Several of my customers have changed their cabinets to gloss black using this product. They rave about the look!


So Keep It Simple Lindsay ... buff sand and apply the (white) top coat.


You're going to love the fresh, clean look!!!

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Posted 2011-06-09T14:46:18+0000  by Pat_HD_ATL Pat_HD_ATL

Hey Karma!


Laminate is one of those materials that requires a bit more attention.


I like to buff sand with 220-grit sandpaper, wipe off the sanding dust with a dry terry towel, and use an oil-base primer.


The adhesion you gain with the primer will ensure that your top-coat adheres.


Hope your vacation went well!

Posted 2012-01-03T19:18:13+0000  by Pat_HD_ATL




I can't believe you would seriously recommend a chip brush for anything other than spreading glue or making color swatches. They are terrible! Granted, Glidden exhibits very good flow out ability, however, it sheds bristles and the courseness of those bristles encourage bubbles in the paint. Even the cheapest of the "All Paint" synthetic bristle brushes would out perform them, albeit, at more cost. I personally use foam rollers and Purdy oxhair brushes to affect a glass like finish. Granted, Home Depot, nor most paint stores, don't carry them because of their cost. During my contracting days, I would have sprayed those cabinets.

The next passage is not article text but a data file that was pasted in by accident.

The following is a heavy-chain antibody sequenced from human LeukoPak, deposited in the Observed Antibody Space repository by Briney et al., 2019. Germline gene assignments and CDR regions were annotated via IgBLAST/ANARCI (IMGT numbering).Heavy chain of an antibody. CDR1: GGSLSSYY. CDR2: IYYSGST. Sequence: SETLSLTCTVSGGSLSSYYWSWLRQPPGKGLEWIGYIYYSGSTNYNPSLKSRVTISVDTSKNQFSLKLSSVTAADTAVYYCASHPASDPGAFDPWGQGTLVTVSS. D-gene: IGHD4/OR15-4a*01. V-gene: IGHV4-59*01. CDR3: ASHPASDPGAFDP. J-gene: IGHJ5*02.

Further, a chip brush might act as a squeegee to push paint along an horizontal surface, but how about the verticle surfaces of the base cabinets? That same flow out rheology that evens so well on a flat surface is going to want to sag and run on the verticle! Hardly the paint to be  used by an amateur using a $1.50 brush!


One further comment on Glidden and all oil/alkyd based enamels: the whites show yellowing badly. It is one of the few advantages of acrylics over the oils on fine cabinets or woodwork.



Posted 2012-01-06T05:03:38+0000  by ordjen

Like almost every DIY project, there are numerous ways to get the same result.


The Home Depot sells most of their product in a "Good, Better, Best" ... offering alternatives for almost every project.


I repeatedly recommend the inexpensive chip brush for oil-based products.


And my customers repeatedly come back and thank me for helping them produce outstanding results.


It is no secret ... oil-based paints self-level over their six-hour dry time. This eliminates virtually all of the brush strokes regardless of the quality of brush used.


It happened again yesterday!


Eric brought photos of his rebuilt mantel and used the chip brush combined with the Glidden Porch and Floor high-gloss oil. He reported (and showed) professional results using these tools, and he is just one among dozens who have come back to The Paint Pit to proudly share their success.


I might add that Eric reported his wife was "extremely happy" with the results ... possibly a DIYer's truest acid test!